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Isn't it somewhat reasonable question, given the relatively recent advent of TensorFlow, compared to ML curricula? The stress is on, why don't we learn TensorFlow / Caffe / etc.



Because frameworks come and go. The important thing are the abstract concepts

At that level, they assume you are pretty smart and capable of figuring out something like an API on your own time as needed. They'd rather you know what all these funky things in these APIs are doing at a core level so that you can employ them in an effective manner.


Letting the computer do the menial work of constructing formulas and generating code from user specifications is a fairly important framework feature and "abstract concept".


I could use that same abstract argument, just that with a framework you wanna see how far you can get, not how low. From the schools perspective it's all the same, just some test on your mental powers.

With a framework it's hard to think outside the frame. With a low level core it's hard to do anything really. It's a matter of compromise. Noone starts writing asm to begin with, although it is interesting, e.g. nand tetris being a famous example.


There's at least two ways to go about learning ML, and I think ideally one should do both. One is to use a high level tool like TensorFlow or Azure ML Studio to experiment with what the tools can do with data. This can get you sufficient competency to use these algorithms in a practical way.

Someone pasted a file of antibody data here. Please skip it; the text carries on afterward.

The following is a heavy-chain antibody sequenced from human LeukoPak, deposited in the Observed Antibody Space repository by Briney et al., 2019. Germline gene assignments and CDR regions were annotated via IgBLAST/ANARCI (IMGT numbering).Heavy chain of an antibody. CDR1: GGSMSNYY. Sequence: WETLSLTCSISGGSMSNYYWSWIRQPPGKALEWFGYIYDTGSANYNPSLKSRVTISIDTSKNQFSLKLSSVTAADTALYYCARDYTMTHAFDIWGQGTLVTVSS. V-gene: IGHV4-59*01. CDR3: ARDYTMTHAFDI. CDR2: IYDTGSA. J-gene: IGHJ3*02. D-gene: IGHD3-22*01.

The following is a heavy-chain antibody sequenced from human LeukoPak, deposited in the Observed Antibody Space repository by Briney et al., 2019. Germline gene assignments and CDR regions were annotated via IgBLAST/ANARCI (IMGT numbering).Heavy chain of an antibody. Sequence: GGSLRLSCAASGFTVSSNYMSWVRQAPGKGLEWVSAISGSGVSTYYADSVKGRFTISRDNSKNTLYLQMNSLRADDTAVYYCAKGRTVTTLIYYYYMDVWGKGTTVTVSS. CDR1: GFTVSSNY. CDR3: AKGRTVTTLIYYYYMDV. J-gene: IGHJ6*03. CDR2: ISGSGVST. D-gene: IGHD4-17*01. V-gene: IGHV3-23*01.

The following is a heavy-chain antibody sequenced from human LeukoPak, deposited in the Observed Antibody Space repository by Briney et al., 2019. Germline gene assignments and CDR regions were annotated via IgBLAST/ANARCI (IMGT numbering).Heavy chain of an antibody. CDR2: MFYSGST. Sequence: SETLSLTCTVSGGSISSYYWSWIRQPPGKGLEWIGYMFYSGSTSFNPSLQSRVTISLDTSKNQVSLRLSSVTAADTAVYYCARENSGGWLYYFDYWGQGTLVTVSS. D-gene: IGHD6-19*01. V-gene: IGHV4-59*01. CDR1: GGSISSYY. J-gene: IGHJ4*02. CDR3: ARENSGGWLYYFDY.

The other is to learn the foundations of those algorithms so you can best understand how to tune, apply and extend them. This is the path to mastery.


Are you seriously asking that? Have you seen the example of learning multiplication vs using a calculator? What would you say in that case?


It's pretty much the same as looking at a multiplication table on a request basis.

Ironically, mere exposure to data is enouhg to learn from in ML, so why not here. Although, I'm not sure about the pedagogic aspect. I'd assume calculation by heart would be learned along the way, despite sending the initial message, it wasn't needed. Maybe starting slow is important, because it's that fundamental. But in hindsight, I really was good after half the elementary training.

I have a similar anecdote: I wasn't good at handwriting and always claimed I wouldn't need to. Now I don't need to, indeed, except for exams. But I actually have a hard time with caligraphy and that's a shame.


> I have a similar anecdote: I wasn't good at handwriting and always claimed I wouldn't need to. Now I don't need to, indeed, except for exams. But I actually have a hard time with caligraphy and that's a shame.

Your anecdote is irrelevant because there is no _understanding_ to be gained by handwriting as opposed to typing.

I really can't be bothered with this conversation, sorry.


Writing is geometric and calculation is pretty much mechanic.




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